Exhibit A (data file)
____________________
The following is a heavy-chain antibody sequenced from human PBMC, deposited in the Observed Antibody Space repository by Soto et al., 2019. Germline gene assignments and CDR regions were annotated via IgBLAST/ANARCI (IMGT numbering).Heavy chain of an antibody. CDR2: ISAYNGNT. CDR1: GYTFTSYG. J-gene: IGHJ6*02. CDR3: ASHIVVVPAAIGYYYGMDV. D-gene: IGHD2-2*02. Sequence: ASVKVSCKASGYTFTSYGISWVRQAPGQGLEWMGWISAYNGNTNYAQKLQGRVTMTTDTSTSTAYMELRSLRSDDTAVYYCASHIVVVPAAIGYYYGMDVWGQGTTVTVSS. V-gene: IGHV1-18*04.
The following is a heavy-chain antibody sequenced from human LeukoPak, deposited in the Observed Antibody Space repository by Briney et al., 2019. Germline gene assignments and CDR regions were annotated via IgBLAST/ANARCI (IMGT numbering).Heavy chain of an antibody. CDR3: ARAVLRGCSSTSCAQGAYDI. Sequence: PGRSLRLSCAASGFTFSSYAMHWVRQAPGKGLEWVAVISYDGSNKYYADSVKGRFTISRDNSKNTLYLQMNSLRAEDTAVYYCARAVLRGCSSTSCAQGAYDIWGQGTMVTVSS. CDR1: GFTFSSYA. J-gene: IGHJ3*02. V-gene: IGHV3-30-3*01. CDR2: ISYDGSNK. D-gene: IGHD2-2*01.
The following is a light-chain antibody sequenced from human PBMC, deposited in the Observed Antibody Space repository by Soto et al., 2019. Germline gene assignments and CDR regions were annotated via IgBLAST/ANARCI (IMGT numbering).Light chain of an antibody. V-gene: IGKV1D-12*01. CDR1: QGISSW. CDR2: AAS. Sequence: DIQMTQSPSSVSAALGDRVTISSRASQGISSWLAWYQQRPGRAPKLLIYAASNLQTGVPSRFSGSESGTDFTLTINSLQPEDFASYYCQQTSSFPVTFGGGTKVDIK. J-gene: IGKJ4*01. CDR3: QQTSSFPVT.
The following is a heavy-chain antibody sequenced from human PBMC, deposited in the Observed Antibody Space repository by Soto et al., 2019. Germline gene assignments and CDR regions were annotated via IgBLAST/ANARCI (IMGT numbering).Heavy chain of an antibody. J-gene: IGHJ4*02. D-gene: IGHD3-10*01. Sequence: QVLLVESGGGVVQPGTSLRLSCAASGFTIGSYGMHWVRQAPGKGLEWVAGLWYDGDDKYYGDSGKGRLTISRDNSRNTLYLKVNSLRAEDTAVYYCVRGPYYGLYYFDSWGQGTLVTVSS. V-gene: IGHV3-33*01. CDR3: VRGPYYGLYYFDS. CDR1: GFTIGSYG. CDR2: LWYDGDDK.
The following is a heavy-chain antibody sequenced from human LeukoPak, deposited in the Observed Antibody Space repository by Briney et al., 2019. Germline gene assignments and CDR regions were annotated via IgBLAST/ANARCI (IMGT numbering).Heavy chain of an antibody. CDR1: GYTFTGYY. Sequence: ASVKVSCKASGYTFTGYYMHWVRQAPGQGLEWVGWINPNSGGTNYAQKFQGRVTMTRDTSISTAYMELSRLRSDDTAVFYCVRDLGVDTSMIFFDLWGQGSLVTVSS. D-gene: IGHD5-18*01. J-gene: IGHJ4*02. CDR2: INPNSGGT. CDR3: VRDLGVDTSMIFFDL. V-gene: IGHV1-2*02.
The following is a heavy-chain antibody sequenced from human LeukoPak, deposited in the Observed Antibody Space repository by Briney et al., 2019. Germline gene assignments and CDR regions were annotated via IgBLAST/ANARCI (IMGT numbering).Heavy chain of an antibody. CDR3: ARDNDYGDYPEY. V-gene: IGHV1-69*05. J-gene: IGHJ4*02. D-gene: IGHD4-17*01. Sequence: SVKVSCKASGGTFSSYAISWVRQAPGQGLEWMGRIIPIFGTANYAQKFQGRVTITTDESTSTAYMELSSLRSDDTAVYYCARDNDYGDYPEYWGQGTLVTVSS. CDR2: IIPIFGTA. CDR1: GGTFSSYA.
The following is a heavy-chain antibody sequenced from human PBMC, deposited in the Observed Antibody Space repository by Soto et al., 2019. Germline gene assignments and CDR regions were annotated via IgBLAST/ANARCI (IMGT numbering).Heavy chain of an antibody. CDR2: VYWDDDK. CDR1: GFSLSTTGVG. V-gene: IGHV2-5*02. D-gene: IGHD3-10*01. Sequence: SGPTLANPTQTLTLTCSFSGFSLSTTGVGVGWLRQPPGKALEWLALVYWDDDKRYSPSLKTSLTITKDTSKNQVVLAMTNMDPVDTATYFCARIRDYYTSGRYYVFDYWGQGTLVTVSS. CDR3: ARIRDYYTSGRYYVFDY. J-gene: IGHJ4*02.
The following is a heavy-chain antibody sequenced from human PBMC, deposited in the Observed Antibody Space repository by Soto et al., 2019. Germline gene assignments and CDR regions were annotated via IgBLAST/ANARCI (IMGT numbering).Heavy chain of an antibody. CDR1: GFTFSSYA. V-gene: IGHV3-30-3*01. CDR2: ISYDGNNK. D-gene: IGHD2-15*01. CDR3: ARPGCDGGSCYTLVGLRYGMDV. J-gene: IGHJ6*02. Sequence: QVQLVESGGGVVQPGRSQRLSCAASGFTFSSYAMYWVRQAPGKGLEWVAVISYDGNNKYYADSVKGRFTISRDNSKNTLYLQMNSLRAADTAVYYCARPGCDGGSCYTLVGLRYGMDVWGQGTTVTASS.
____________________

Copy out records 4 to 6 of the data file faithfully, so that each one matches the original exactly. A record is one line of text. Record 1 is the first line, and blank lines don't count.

The following is a heavy-chain antibody sequenced from human PBMC, deposited in the Observed Antibody Space repository by Soto et al., 2019. Germline gene assignments and CDR regions were annotated via IgBLAST/ANARCI (IMGT numbering).Heavy chain of an antibody. J-gene: IGHJ4*02. D-gene: IGHD3-10*01. Sequence: QVLLVESGGGVVQPGTSLRLSCAASGFTIGSYGMHWVRQAPGKGLEWVAGLWYDGDDKYYGDSGKGRLTISRDNSRNTLYLKVNSLRAEDTAVYYCVRGPYYGLYYFDSWGQGTLVTVSS. V-gene: IGHV3-33*01. CDR3: VRGPYYGLYYFDS. CDR1: GFTIGSYG. CDR2: LWYDGDDK.
The following is a heavy-chain antibody sequenced from human LeukoPak, deposited in the Observed Antibody Space repository by Briney et al., 2019. Germline gene assignments and CDR regions were annotated via IgBLAST/ANARCI (IMGT numbering).Heavy chain of an antibody. CDR1: GYTFTGYY. Sequence: ASVKVSCKASGYTFTGYYMHWVRQAPGQGLEWVGWINPNSGGTNYAQKFQGRVTMTRDTSISTAYMELSRLRSDDTAVFYCVRDLGVDTSMIFFDLWGQGSLVTVSS. D-gene: IGHD5-18*01. J-gene: IGHJ4*02. CDR2: INPNSGGT. CDR3: VRDLGVDTSMIFFDL. V-gene: IGHV1-2*02.
The following is a heavy-chain antibody sequenced from human LeukoPak, deposited in the Observed Antibody Space repository by Briney et al., 2019. Germline gene assignments and CDR regions were annotated via IgBLAST/ANARCI (IMGT numbering).Heavy chain of an antibody. CDR3: ARDNDYGDYPEY. V-gene: IGHV1-69*05. J-gene: IGHJ4*02. D-gene: IGHD4-17*01. Sequence: SVKVSCKASGGTFSSYAISWVRQAPGQGLEWMGRIIPIFGTANYAQKFQGRVTITTDESTSTAYMELSSLRSDDTAVYYCARDNDYGDYPEYWGQGTLVTVSS. CDR2: IIPIFGTA. CDR1: GGTFSSYA.